Monday, January 9, 2017

Report: US Security Cooperation Knotted in Bureaucracy

Report: US Security Cooperation Knotted in Bureaucracy: A new report in the wake of big changes to the Pentagon’s security assistance apparatus argues the sector’s wider web of US government bureaucracies is still profoundly tangled.

Security cooperation has been a cornerstone of US defense strategy, with $250 billion spent in at least 137 countries since 9/11. By bolstering partner security forces — from local police to elite troops — it’s meant to prevent future crises, a way to do more with less.

Yet, in spite of a recently-signed defense policy bill that aims to rid the Pentagon of its organizational, transparency and training woes for security assistance, the government overall is a knot of 46 entities with slim to no coordination between them or a means of gauging whether these programs actually work.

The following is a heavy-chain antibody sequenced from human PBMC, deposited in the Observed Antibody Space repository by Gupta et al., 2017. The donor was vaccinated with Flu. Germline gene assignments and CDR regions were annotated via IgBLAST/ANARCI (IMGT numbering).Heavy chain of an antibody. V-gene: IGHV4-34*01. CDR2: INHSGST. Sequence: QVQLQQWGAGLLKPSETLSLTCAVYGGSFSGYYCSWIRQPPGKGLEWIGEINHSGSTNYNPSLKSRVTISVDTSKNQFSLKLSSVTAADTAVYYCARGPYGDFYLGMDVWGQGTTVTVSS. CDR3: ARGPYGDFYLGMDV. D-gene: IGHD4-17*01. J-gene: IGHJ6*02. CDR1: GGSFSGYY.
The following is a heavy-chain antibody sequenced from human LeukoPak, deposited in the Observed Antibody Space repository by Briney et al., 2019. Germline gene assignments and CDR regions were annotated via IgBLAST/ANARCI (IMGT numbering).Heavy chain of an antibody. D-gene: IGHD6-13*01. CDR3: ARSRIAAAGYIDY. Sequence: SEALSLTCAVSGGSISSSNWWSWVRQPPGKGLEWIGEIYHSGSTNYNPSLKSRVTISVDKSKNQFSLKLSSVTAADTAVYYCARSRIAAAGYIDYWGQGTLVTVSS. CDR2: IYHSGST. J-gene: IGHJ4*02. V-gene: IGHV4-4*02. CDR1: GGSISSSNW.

A report by Open Society Foundations senior policy adviser Rose Jackson, published Monday, offers a blueprint for Department of Defense and beyond. Its recommendations aim to improve internal transparency, make the workforce more capable and standardize processes for planning, budgeting and programming.